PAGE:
“Most people say they want to get out of Port Orchard,” she said. “I want to live in Kitsap County my whole life. But I want to experience life first. I want to go away for four years and come back. I’d love to be a lawyer here and coach a soccer team. But right now I’m just thinking about my college education.”


Groves got into soccer later than most children. Groves played on her first team as a fourth grader and immediately made an impact, Trautman said.

Groves played for Trautman’s U-11 SK United team before playing for Dwayne Carter’s FC Kitsap squad.

As an 11-year-old on SK United, Trautman said U-12 and U-13 teams were trying to get her to play for them.

“One of the really good things in watching Sarah is that she has made progress every year,” Trautman said. “Some kids get to a certain point and they kind of stay there.”

Groves’ best decision to improve her game was to commit to playing for FC Royals — a premier soccer team from Puyallup — last fall.

“Her touch was getting much better after she went to the Royals and there’s been a real change,” Trautman said. “There, it’s a fish or cut bait, and they are very up front.”

Groves’ mother, Patty Weatherill, said it still amazes her how her daughter can play prep and select soccer at the same time and follow that up with select soccer and basketball.

Last year Groves played a state championship soccer game in the morning near Vancouver and hopped in the car in time to play a district basketball game for SK.

“She never gets tired,” Weatherill said. “It’s worn me out. We travel a lot. We bought a van and after two years, we already had 48,000 miles on it.”


Groves said comparing club soccer to prep soccer is like comparing apples to oranges.

But she enjoys playing for SK and FC Royals.

It does become tiresome during the season because high schools tend to schedule two to three games a week, and then the club teams play on the weekends.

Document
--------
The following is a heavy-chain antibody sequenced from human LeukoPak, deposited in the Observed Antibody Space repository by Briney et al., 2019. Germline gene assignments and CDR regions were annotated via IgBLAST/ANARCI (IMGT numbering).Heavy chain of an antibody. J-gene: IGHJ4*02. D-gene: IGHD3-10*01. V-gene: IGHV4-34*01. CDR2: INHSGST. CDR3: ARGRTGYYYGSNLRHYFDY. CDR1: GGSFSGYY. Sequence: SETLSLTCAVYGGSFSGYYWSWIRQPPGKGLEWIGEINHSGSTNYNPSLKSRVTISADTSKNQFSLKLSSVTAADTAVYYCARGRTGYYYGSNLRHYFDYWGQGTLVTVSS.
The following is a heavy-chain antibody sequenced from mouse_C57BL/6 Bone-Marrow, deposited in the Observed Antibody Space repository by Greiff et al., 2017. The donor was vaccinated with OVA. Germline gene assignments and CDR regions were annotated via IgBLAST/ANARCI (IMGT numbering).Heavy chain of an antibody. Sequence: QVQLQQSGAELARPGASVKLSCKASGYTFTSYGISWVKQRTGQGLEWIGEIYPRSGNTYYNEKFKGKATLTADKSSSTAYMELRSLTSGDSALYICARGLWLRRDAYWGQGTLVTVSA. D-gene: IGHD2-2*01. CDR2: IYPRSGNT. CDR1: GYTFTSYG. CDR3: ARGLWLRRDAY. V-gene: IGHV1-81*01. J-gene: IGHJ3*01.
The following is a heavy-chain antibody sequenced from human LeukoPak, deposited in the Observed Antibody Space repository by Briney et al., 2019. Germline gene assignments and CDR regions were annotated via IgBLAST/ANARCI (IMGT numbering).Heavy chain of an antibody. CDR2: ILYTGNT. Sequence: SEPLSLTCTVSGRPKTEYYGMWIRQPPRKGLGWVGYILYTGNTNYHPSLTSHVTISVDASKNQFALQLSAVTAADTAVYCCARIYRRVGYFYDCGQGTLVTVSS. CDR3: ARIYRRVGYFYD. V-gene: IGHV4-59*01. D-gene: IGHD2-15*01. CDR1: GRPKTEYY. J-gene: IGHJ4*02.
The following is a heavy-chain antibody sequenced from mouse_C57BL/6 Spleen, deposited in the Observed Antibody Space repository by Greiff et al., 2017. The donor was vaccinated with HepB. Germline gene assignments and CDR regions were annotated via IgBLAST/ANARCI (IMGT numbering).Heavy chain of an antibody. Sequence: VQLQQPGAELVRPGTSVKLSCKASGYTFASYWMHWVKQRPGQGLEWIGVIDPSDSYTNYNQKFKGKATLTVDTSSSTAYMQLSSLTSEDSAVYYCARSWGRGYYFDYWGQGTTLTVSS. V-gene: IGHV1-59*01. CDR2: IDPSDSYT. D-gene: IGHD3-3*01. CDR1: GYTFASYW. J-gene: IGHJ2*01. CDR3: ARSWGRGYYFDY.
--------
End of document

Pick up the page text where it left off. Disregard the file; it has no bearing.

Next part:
Groves said each team has it’s merits.

“In select, everybody is there for the same reason. Everyone wants to win,” she said. “In high school, there are people who want to win but it’s also so they can be a part of something besides attending classes.”

Groves said she couldn’t fathom not having after-school activities.

“It gives you something to look forward to,” she said. “I think everyone should be in high school activities. Otherwise, who wants to go to school and just learn? I can’t imagine sitting there all day and going home and doing more work.”


Basketball has always been Groves’ first love.

“I’ve always loved basketball,” she said. “My ideal life would be playing basketball and soccer in college. I’ve worked really hard on my basketball skills. If I had to choose, though, it’d be soccer. But it’d be very tough.”


While her intensity is always up, Groves admits she is her own worst enemy.

She said she is trying to lessen the stress she puts on herself to succeed.

“If I have a bad game I know I’ll bounce back from it,” she said. “But I won’t forget about it. I’ll think about what I need to improve on and I’ll write it down, figure it out, and work on it. I think colleges see that. They don’t want somebody who doesn’t care. If you love something you’re going to care about it.”